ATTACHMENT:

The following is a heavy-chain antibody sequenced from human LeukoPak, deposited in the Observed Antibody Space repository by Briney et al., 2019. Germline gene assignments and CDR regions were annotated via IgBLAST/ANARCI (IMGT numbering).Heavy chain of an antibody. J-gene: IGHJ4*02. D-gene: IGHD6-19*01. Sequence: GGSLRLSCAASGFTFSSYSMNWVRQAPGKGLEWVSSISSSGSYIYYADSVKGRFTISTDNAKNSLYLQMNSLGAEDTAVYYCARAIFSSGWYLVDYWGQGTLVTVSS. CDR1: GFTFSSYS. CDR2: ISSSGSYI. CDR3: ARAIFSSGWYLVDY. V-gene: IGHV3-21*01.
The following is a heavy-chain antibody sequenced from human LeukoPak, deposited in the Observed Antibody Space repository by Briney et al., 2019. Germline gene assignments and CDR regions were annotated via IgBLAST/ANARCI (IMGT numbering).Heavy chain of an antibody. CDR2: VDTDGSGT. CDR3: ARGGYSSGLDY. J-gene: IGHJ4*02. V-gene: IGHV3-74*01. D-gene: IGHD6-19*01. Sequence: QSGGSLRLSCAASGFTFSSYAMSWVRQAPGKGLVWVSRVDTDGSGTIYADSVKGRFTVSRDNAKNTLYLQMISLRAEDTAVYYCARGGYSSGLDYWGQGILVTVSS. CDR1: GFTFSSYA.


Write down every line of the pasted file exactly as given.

The following is a heavy-chain antibody sequenced from human LeukoPak, deposited in the Observed Antibody Space repository by Briney et al., 2019. Germline gene assignments and CDR regions were annotated via IgBLAST/ANARCI (IMGT numbering).Heavy chain of an antibody. J-gene: IGHJ4*02. D-gene: IGHD6-19*01. Sequence: GGSLRLSCAASGFTFSSYSMNWVRQAPGKGLEWVSSISSSGSYIYYADSVKGRFTISTDNAKNSLYLQMNSLGAEDTAVYYCARAIFSSGWYLVDYWGQGTLVTVSS. CDR1: GFTFSSYS. CDR2: ISSSGSYI. CDR3: ARAIFSSGWYLVDY. V-gene: IGHV3-21*01.
The following is a heavy-chain antibody sequenced from human LeukoPak, deposited in the Observed Antibody Space repository by Briney et al., 2019. Germline gene assignments and CDR regions were annotated via IgBLAST/ANARCI (IMGT numbering).Heavy chain of an antibody. CDR2: VDTDGSGT. CDR3: ARGGYSSGLDY. J-gene: IGHJ4*02. V-gene: IGHV3-74*01. D-gene: IGHD6-19*01. Sequence: QSGGSLRLSCAASGFTFSSYAMSWVRQAPGKGLVWVSRVDTDGSGTIYADSVKGRFTVSRDNAKNTLYLQMISLRAEDTAVYYCARGGYSSGLDYWGQGILVTVSS. CDR1: GFTFSSYA.